How do I choose an aerobic exercise program?If you have heart disease, are at high risk for heart disease, or have not been exercising, it is important to start slowly and build up your exercise program gradually. Gentle stretches and short walks are a good way to begin. As you begin to feel stronger, you can lengthen your walks and incorporate some uphill segments. If you decide to take the stairs instead of the elevator, take them slowly at first, resting whenever you need to catch your breath.
In choosing a form of exercise, keep in mind that in order to be aerobic it must be regular and rhythmic, require an accelerated breathing rate over the duration of the exercise, and use the large muscles of the arms and/or legs. It is an advantage to practice more than one kind of regular exercise, since different muscle groups are toned and stretched by different exercises.
There are hundreds of exercise options, and the key to picking the “best” one for you is to pick one or several that you really enjoy doing. This may require some experimentation, particularly if you did not exercise regularly before your heart disease diagnosis. You have a far better chance of succeeding with your exercise program if you’re enjoying yourself.
How often should I exercise?Your goal should be to exercise three to five times a week, for twenty to thirty minutes at a stretch. However, if time allows, exercising daily is even better. But don’t be concerned if you do not make the full thirty minutes at first you will, with practice and time. Don’t make exercise an all or nothing situation. Even five minutes a few times a day is better than no exercise at all. It has been shown that short periods of exercise, even five minutes, are still beneficial, especially when they add up to at least twenty minutes per day. After a few weeks you will likely notice that moving around is easier. Then you will need to work a little harder to elevate your heart rate. This is a good sign, for it means that your heart is becoming stronger.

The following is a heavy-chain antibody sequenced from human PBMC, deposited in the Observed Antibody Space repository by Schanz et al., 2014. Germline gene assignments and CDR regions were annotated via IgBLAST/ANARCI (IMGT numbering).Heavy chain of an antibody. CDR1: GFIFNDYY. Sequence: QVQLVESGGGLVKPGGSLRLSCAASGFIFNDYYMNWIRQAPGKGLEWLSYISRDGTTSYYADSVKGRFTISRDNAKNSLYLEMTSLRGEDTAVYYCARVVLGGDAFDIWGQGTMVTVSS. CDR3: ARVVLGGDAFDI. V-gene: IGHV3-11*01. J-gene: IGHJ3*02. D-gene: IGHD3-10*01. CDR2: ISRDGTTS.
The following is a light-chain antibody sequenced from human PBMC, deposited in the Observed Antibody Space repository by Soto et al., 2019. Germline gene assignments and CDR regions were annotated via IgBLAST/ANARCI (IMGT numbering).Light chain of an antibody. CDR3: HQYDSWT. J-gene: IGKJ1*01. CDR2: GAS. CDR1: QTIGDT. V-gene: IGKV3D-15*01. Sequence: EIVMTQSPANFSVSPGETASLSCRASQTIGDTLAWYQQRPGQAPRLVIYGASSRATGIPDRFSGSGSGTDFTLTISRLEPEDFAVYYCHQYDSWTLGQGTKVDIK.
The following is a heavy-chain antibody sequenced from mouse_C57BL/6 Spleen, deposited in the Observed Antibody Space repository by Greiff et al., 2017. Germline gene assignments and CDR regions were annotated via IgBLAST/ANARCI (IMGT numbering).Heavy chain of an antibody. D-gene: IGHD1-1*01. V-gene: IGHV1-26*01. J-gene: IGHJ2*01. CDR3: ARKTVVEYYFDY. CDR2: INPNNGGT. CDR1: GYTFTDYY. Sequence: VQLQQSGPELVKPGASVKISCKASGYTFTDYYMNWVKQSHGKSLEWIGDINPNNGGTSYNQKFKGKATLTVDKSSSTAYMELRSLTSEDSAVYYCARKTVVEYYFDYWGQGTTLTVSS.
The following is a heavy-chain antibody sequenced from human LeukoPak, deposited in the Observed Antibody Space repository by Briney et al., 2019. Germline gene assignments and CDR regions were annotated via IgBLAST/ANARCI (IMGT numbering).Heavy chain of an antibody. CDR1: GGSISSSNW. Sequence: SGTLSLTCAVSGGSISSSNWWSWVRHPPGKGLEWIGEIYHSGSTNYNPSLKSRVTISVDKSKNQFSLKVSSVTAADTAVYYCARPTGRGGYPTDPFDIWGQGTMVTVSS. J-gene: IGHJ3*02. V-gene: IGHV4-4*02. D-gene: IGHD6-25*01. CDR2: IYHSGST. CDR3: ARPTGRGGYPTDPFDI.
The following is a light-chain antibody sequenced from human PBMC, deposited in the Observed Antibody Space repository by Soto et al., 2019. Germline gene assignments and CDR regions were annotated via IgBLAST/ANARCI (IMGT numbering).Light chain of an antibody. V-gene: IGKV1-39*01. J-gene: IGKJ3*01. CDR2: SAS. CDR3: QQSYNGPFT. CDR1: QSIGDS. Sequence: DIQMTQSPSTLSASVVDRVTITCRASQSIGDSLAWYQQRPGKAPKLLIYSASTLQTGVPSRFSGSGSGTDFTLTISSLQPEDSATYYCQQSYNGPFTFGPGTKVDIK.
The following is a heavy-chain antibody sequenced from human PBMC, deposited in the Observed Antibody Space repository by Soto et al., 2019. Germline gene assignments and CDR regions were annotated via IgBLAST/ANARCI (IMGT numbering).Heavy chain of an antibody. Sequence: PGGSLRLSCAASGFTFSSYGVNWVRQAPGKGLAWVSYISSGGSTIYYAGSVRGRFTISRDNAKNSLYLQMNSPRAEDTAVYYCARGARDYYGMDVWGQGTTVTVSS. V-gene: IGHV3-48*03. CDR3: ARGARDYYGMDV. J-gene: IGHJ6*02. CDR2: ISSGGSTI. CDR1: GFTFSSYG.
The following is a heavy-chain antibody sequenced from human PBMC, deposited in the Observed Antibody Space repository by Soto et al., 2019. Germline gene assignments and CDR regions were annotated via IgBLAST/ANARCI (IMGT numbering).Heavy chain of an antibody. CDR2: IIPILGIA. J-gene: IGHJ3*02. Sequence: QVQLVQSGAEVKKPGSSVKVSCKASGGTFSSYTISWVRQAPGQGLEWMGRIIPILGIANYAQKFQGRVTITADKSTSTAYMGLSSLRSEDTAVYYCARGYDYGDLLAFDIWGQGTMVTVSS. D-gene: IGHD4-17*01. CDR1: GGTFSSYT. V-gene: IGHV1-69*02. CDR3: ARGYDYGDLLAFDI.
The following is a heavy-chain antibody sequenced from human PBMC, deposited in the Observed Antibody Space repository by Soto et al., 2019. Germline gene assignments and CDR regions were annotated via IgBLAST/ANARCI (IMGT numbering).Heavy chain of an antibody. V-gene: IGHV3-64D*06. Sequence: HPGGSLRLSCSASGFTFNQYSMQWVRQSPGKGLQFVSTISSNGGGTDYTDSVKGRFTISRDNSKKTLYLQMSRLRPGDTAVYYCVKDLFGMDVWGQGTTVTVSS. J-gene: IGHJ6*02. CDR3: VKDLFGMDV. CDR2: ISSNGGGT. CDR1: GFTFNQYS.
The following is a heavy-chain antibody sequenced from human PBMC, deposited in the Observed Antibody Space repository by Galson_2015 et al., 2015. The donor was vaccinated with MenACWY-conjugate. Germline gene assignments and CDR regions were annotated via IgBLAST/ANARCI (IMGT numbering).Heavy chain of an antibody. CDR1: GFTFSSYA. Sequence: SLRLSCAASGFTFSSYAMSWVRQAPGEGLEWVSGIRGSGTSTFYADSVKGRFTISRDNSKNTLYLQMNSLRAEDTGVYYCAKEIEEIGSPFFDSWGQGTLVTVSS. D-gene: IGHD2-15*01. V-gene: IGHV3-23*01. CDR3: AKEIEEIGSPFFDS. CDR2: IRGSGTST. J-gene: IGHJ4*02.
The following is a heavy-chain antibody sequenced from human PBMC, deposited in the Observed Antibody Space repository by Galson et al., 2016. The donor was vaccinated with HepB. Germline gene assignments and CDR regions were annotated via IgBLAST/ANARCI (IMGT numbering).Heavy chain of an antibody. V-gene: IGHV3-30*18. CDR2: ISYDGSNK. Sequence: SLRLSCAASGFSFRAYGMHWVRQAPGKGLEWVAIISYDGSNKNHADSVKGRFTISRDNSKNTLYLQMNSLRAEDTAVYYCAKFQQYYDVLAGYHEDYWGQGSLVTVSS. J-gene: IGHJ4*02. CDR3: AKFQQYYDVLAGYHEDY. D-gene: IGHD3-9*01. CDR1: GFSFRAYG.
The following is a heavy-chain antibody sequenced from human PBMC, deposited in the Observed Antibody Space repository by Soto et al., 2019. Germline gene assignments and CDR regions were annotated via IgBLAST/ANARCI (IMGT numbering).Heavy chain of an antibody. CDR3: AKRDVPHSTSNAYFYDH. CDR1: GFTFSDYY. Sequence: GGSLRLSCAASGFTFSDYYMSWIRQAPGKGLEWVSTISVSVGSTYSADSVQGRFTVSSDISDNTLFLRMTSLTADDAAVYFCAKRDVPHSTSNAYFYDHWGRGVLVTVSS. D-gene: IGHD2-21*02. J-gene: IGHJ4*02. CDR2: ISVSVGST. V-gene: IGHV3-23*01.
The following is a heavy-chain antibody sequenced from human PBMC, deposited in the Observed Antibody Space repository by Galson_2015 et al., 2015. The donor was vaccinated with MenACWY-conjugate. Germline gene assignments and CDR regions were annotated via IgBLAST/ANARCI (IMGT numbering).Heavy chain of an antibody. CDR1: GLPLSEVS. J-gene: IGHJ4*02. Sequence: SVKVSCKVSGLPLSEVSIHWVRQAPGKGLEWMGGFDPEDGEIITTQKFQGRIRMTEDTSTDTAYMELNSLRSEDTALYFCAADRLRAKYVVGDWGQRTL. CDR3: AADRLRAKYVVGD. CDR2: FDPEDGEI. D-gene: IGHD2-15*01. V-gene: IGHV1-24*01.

How hard should I exercise?You need to get your heart beating fast enough to be of benefit but not so fast as to be potentially harmful. Your most beneficial heartbeat rate is called your target heart rate. It is a straightforward matter for you to determine your target heart rate and to monitor your actual heart rate during exercise. This is an essential element of your exercise program, because exceeding your target heart rate can be dangerous, and failing to achieve it can limit the benefit of the exercise.
How do I determine my target heart rate?To calculate your target heart rate, subtract your age from 220, which gives you the number of beats per minute you would achieve during maximal all out effort while exercising. This is referred to as your maximum heart rate. The optimal heart rate for maximum benefit is between 70 percent and 80 percent of your maximum heart rate. This means that a sixty five year old woman or man with a maximum heart rate of 155 (220 - 65 = 155) has a target heart rate of between 109 and 124 beats per minute (70 to 80 percent of 155). You can use the table below to quickly find your approximate target heart rate, but the most accurate way is to use the formula given above. To find out if you are in your target range, take your pulse immediately after you stop moving. Don’t delay, as your pulse rate typically drops rapidly. Learn how to find your own pulse: place two fingers don’t use your thumb, because it has a pulse of its own on the inside ofyour wrist. Count the beats for 10 seconds (practice taking your pulse until it becomes easy) . Then multiply by 6 to get heartbeats per minute. If the sixty-five-year-old person in the example above had a 10-second pulse of 20 beats (20 times 6 equals 120 beats per minute), it would fall within the target heart rate range of 109- 124. (Inexpensive watchlike devices that you wear on your wrist are available to electronically measure your heart rate if you find that helpful.)